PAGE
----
In order to even further stimulate development of the health care in Sweden there is a ranking between hospitals performed by the independent news magazine for health care, Dagens Medicin. In this yearly ranking, registry and enquiry data about quality of care (treatment targets), patient safety, implementation of evidence-based methods, cost effectiveness and patient satisfaction are aggregated. For cardiac care among university hospitals the Heart Centre in Umeå has achieved the top ranking the last two years giving their staff positive feed-back to carry on and the other university hospitals incentives and targets to improve.

During the last two decades the international quality improvement movement has influenced the Swedish health care system, providing new insights in the science of quality improvement and providing tools for the application in clinical practice. Quality improvement methods have successfully been used to improve the AMI care in Sweden10.

The Swedish guidelines for cardiac care from The National Board of Health and Welfare provide an evidence-base for different treatments and simultaneously prioritize the treatments based on the severity of the underlying disease state and the effectiveness (including cost effectiveness) of the treatment11. The guidelines have created a pressure on all care-givers to provide the top prioritized treatments and diagnostic procedures; and to measure the implementation of these treatments and procedures. Finally, the strong tradition of wide spread participation in clinical research have played a role, e.g. for the rapid general uptake of an invasive strategy in non-ST-elevation acute coronary syndromes12, and new antiplatelet agents13.

The Swedish health care system, together with most of the western world, faces many challenges in the future. The rapid increase in fundamental biological knowledge and the technological development cause an increasing gap between what we can do (diagnostically and therapeutically) and the available resources; and create a strong pressure to prioritize measures that maximize the value (effect in relation to cost) for the patients. Therefore, it is fundamental to have well trained physicians and nurses and to secure that they are able to constantly up-date their knowledge and skills, implement new evidence based treatments and procedures and remove old obsolete methods. It is also fundamental that the whole healthcare system participates in generation of new knowledge and innovations; clinical research must be part of the core business of the health care system. The decreasing participation in clinical trials seen in Sweden over the last 10-15 years are therefore worrisome. The care givers must optimize the way care is delivered, which might imply that some care must be more disseminated in order to achieve widespread access, and other very specialized care must be more concentrated to few places in order to secure the highest quality and cost-effectiveness.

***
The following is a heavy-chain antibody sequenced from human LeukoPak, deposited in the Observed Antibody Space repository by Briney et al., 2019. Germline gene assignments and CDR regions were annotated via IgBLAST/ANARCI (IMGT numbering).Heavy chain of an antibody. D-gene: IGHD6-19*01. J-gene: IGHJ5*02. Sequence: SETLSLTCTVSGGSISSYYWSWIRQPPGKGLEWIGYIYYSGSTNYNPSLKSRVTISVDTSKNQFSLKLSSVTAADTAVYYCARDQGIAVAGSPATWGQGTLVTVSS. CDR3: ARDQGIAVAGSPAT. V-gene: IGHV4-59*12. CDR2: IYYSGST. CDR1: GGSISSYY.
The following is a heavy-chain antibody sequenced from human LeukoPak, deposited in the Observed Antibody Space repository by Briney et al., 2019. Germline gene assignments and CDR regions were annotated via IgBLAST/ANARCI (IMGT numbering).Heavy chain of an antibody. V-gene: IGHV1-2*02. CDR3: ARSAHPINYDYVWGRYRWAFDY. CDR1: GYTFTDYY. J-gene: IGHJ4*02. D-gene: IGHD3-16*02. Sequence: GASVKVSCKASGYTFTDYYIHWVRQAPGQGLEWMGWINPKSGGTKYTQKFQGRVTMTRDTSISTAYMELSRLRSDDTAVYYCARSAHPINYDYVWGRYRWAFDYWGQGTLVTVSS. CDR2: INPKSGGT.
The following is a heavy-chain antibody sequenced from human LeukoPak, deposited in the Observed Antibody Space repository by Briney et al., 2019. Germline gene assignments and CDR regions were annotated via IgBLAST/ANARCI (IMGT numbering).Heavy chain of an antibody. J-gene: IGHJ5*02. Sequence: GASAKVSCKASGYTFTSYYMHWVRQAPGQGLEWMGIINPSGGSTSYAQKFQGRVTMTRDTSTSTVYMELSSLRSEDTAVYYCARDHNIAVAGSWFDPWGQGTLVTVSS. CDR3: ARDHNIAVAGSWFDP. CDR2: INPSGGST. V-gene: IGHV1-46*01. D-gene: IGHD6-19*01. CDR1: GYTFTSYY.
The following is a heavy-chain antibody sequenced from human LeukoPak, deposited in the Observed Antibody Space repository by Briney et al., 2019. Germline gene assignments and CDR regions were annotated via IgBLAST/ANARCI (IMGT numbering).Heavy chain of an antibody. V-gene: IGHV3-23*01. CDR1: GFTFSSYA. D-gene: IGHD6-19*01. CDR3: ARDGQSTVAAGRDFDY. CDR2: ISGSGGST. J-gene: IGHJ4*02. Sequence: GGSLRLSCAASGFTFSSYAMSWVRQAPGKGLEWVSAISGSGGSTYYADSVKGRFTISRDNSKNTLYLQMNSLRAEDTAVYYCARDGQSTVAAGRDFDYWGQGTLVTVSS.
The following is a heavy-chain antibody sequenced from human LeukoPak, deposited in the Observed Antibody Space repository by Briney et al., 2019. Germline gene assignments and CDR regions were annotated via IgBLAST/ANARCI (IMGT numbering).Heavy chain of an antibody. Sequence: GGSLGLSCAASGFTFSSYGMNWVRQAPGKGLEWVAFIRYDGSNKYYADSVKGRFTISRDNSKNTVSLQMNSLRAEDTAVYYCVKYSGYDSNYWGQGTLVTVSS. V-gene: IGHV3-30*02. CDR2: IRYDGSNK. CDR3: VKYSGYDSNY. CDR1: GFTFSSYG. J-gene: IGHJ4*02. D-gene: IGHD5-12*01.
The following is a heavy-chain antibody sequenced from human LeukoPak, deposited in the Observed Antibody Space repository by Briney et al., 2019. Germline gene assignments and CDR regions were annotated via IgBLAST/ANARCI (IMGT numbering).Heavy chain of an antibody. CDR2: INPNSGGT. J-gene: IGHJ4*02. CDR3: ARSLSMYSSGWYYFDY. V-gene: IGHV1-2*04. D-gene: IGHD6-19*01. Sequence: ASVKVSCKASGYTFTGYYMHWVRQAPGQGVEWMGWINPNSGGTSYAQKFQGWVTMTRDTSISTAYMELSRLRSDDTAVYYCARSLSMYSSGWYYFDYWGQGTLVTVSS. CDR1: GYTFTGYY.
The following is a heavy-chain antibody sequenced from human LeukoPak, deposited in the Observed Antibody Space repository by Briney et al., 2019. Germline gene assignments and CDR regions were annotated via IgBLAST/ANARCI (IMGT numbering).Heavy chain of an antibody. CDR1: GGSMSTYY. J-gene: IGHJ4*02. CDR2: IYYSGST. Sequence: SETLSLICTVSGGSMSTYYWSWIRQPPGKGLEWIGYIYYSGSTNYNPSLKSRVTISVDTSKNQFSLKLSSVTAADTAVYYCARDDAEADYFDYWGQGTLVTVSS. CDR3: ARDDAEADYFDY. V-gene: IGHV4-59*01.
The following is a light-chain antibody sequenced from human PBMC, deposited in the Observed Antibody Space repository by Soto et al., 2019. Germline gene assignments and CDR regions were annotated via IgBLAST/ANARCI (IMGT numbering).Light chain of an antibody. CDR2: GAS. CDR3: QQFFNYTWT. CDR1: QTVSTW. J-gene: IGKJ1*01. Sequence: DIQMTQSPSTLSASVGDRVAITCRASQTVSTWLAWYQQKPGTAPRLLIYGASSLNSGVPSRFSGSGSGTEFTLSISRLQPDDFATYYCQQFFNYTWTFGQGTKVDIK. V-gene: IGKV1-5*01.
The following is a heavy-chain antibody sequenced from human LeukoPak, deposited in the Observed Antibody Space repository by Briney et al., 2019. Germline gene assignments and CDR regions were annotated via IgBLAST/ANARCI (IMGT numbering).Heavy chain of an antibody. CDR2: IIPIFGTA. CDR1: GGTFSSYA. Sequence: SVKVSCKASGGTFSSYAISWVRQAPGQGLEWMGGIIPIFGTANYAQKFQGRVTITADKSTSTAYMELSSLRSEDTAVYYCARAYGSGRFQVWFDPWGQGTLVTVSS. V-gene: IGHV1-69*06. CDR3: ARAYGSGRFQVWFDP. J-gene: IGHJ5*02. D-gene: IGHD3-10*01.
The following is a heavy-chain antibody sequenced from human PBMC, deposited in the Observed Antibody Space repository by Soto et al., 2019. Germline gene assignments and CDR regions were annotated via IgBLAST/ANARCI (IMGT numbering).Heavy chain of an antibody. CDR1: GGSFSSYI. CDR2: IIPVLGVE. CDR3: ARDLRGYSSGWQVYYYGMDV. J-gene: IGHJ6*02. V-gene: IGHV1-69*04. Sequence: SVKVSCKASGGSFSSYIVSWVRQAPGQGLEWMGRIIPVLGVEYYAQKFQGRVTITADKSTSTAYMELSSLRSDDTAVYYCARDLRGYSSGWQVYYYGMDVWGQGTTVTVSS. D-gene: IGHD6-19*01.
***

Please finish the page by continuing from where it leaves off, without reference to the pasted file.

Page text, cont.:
However, to continue the successful lowering of the incidence of ischemic heart disease as well as mortality after AMI, measures on a societal level to promote a healthier life style must continue, such as further decrease the use of tobacco, lower the intake of sugar and other unhealthy food, and increase of regular physical activity. The real challenge is to reach all parts of the society, also to those with less capability or less motivation to change their life-style. The tremendous success of the last 30 years is encouraging, let us work together so that the next 30 years will be equally successful in the battle against coronary artery disease and other heart diseases.

No conflict of interest to declare in relation to this topic



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Copyright (c) 2015 Bertil Lindahl